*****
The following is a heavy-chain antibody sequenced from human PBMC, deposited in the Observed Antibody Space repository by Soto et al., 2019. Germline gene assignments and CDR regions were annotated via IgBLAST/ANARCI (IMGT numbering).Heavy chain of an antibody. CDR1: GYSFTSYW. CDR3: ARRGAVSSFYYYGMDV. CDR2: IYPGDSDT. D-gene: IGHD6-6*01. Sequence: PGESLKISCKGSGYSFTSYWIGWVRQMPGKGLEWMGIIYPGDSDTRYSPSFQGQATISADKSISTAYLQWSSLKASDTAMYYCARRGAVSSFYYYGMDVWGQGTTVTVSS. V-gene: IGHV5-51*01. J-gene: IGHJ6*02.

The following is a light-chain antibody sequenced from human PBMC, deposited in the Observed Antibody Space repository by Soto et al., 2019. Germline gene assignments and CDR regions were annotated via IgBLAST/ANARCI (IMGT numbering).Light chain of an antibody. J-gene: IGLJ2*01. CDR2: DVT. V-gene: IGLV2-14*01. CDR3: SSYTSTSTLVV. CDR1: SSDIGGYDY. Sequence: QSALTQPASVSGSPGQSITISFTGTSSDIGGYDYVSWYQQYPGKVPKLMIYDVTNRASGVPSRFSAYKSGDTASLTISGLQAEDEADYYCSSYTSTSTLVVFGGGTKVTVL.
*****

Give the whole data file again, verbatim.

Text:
The following is a heavy-chain antibody sequenced from human PBMC, deposited in the Observed Antibody Space repository by Soto et al., 2019. Germline gene assignments and CDR regions were annotated via IgBLAST/ANARCI (IMGT numbering).Heavy chain of an antibody. CDR1: GYSFTSYW. CDR3: ARRGAVSSFYYYGMDV. CDR2: IYPGDSDT. D-gene: IGHD6-6*01. Sequence: PGESLKISCKGSGYSFTSYWIGWVRQMPGKGLEWMGIIYPGDSDTRYSPSFQGQATISADKSISTAYLQWSSLKASDTAMYYCARRGAVSSFYYYGMDVWGQGTTVTVSS. V-gene: IGHV5-51*01. J-gene: IGHJ6*02.

The following is a light-chain antibody sequenced from human PBMC, deposited in the Observed Antibody Space repository by Soto et al., 2019. Germline gene assignments and CDR regions were annotated via IgBLAST/ANARCI (IMGT numbering).Light chain of an antibody. J-gene: IGLJ2*01. CDR2: DVT. V-gene: IGLV2-14*01. CDR3: SSYTSTSTLVV. CDR1: SSDIGGYDY. Sequence: QSALTQPASVSGSPGQSITISFTGTSSDIGGYDYVSWYQQYPGKVPKLMIYDVTNRASGVPSRFSAYKSGDTASLTISGLQAEDEADYYCSSYTSTSTLVVFGGGTKVTVL.